Business-aligned ERP software is the necessary foundation for digital transformation, but IT leaders must take a 2024 approach to implementation.

Many companies learn the hard way that to differentiate themselves in the marketplace, they need a solid foundation of processes and systems as well as a team of people who know how to keep them running smoothly. Without those things in place, even the coolest new capabilities are little more than lipstick on the proverbial pig.

Sure, they may be able to serve their customers with AI-powered support bots, but if the underlying service management is not working well with the ordering platform, what good does it do? Add in the persuasive sales teams from both large software vendors and system integrators, armed with their compelling, “perfect world” business cases and the pressure to embark on multi-year, multi-million dollar digital transformations, and it's a recipe for disaster.

Of course, very few IT leaders (and even fewer business leaders) are eager to embark on ERP transformations unless they have to. The annals of IT are filled with horror stories of such programs going off the rails — and taking their sponsors with them.

But investing in that foundation can only be postponed so many times. Technology and systems do not age well. Patchwork IT environments and system sprawl eventually become a boardroom issue.

The good news is that we no longer have to repeat the ERP-implementation past; we can learn from it. If there is a primary lesson, it’s that there is no one-size-fits-all approach. Every company is different. Recognizing that truth and designing a plan based on what the organization needs and can support increases the probability of success.

Asking the Right Questions First

An ERP implementation will involve the typical fit gap analysis, scoping, and budgeting necessary for any enterprise technology program. Beyond that, however, there are some key questions to consider before launching into an ERP transformation today:

What problem are we trying to solve?

Before investing in a solution, it is critical to understand the weaknesses in the value chain and their impact on upstream and downstream processes. That understanding can drive what solution to select. This effort should also include rigorous triage. Some back office functions may not be performing as well as they could, but they may be good enough. Leaping into a wholesale reimplementation of an ERP can tax the organization and distract from those areas that really can move the needle.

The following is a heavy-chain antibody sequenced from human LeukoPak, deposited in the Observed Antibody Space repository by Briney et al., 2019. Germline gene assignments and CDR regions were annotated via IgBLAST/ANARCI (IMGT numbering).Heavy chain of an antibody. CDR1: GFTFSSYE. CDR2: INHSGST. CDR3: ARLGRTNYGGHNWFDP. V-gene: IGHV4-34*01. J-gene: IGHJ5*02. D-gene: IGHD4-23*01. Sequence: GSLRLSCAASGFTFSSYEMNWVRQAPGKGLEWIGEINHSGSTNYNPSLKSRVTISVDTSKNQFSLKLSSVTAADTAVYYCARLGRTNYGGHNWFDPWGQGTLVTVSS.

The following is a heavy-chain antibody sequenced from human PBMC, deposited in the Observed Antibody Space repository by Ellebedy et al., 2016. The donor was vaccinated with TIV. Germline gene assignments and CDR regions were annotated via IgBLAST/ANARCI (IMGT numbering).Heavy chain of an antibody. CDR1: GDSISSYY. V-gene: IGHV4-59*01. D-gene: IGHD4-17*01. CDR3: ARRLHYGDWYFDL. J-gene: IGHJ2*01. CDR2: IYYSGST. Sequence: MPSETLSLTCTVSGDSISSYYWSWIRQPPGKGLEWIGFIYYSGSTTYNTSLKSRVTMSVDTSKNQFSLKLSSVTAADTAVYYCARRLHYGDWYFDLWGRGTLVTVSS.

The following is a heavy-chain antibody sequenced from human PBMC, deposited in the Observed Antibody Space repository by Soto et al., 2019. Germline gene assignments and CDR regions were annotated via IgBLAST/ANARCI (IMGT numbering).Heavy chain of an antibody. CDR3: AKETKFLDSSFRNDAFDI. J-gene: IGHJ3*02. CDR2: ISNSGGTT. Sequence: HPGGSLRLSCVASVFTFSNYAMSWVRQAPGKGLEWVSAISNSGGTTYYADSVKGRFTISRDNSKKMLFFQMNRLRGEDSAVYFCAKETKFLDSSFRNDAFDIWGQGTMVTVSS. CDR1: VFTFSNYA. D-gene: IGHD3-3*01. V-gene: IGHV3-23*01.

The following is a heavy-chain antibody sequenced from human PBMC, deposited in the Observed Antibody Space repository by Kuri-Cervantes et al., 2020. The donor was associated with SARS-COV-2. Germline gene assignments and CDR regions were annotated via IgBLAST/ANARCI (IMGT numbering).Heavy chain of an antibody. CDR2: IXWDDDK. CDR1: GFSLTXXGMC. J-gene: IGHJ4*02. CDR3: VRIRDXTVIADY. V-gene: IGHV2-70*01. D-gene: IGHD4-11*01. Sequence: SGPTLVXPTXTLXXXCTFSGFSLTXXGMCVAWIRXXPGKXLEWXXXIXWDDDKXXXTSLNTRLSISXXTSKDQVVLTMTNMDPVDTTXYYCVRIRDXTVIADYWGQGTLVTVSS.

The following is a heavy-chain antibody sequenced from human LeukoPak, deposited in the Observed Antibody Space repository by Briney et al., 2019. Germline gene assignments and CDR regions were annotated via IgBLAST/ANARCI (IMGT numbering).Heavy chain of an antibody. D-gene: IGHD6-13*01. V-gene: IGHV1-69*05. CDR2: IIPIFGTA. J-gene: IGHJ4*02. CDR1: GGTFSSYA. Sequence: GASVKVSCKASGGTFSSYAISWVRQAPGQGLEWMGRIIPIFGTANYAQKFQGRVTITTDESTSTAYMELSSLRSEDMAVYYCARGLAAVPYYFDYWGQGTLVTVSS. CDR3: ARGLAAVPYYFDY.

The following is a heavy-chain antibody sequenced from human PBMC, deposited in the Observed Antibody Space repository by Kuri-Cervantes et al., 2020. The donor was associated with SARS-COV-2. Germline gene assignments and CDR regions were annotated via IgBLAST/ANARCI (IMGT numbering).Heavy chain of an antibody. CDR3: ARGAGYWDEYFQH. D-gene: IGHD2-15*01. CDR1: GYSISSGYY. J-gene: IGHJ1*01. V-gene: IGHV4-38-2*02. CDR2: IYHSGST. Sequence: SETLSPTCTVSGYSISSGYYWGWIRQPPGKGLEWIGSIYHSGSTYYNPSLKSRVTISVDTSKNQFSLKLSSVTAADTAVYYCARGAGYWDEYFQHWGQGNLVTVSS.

How would various ERP options align with our culture?

An environment where IT is constantly bending to fit exceptions may not be ready for the rigor of a German-engineered ERP system, for example. Don’t try to put a round peg into a square hole. But don’t let “that is how we have always done it” get in the way of necessary change either. If the value chain analysis shows that the IT organization is adapting on the fly and living and dying by acts of heroism when processes and systems fail, perhaps people and process should change to fit into that square hole.

What can we afford?

Some leading ERP solutions can accommodate just about any process permutation and regulatory quirk a business might encounter. But implementing a robust, global platform to meet the needs of a sub-Fortune 500 company with more limited resources is a very costly choice. There may be an opportunity to outsource functions which need to work reliably, are not customer-facing, and do not deliver a competitive advantage to free up resources to focus on the most valuable ERP capabilities for the business.

How quickly does our business change?

An ERP transformation requiring two to three years to deliver benefits won’t work for fast-moving businesses. In fact, “big bang” ERP implementations that take two years or more are rarely advisable, not only because of the risk involved but also because the world keeps changing. What seemed like a good idea two years ago may not make sense today. ERP implementations should be structured to deliver results rapidly and allow for course corrections. Selecting a core function to implement first will provide benefits quickly, create a beachhead for further transformation, and ease the organization into adoption with less disruption.